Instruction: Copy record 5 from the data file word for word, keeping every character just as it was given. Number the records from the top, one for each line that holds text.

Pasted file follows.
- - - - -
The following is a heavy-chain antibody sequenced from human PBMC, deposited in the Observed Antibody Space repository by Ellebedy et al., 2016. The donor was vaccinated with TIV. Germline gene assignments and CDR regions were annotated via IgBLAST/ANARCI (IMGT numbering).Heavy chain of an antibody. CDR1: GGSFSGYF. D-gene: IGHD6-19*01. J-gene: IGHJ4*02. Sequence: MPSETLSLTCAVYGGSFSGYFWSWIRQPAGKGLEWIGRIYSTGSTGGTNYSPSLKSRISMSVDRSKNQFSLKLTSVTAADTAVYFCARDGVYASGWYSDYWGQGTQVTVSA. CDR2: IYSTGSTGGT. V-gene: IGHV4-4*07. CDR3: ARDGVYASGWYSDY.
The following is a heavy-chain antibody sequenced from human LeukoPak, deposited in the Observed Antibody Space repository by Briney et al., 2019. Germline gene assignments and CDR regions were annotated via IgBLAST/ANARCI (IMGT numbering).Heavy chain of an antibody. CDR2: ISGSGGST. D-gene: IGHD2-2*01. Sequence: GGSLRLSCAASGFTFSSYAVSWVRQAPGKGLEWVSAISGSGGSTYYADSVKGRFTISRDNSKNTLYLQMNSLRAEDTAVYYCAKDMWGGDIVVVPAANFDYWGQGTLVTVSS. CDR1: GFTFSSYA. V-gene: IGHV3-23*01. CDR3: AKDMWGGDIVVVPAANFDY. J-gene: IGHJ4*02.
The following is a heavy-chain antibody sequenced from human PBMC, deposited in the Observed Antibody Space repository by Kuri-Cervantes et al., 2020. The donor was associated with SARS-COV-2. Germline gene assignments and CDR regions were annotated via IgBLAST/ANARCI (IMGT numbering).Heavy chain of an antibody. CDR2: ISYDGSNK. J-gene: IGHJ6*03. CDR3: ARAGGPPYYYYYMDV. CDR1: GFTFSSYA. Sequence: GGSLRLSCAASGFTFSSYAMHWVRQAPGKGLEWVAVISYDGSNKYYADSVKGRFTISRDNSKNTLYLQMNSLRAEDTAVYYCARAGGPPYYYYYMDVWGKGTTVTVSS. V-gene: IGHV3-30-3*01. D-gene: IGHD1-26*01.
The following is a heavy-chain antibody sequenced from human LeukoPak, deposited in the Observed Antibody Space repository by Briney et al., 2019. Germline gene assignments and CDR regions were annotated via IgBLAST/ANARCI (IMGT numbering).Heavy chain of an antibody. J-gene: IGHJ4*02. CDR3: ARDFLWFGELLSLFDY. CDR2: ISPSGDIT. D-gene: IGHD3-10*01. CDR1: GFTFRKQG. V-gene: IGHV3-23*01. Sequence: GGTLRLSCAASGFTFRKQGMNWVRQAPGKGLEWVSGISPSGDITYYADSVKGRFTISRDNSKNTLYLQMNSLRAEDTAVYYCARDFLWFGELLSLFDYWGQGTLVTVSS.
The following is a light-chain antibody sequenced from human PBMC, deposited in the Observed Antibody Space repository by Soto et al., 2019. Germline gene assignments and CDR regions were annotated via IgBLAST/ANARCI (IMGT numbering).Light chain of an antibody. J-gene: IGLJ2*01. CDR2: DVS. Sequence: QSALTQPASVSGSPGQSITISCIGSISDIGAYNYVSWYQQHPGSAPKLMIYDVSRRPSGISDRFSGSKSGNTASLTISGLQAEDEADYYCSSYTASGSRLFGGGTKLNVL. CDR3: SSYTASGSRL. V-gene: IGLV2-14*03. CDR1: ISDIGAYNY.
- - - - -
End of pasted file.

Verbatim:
The following is a light-chain antibody sequenced from human PBMC, deposited in the Observed Antibody Space repository by Soto et al., 2019. Germline gene assignments and CDR regions were annotated via IgBLAST/ANARCI (IMGT numbering).Light chain of an antibody. J-gene: IGLJ2*01. CDR2: DVS. Sequence: QSALTQPASVSGSPGQSITISCIGSISDIGAYNYVSWYQQHPGSAPKLMIYDVSRRPSGISDRFSGSKSGNTASLTISGLQAEDEADYYCSSYTASGSRLFGGGTKLNVL. CDR3: SSYTASGSRL. V-gene: IGLV2-14*03. CDR1: ISDIGAYNY.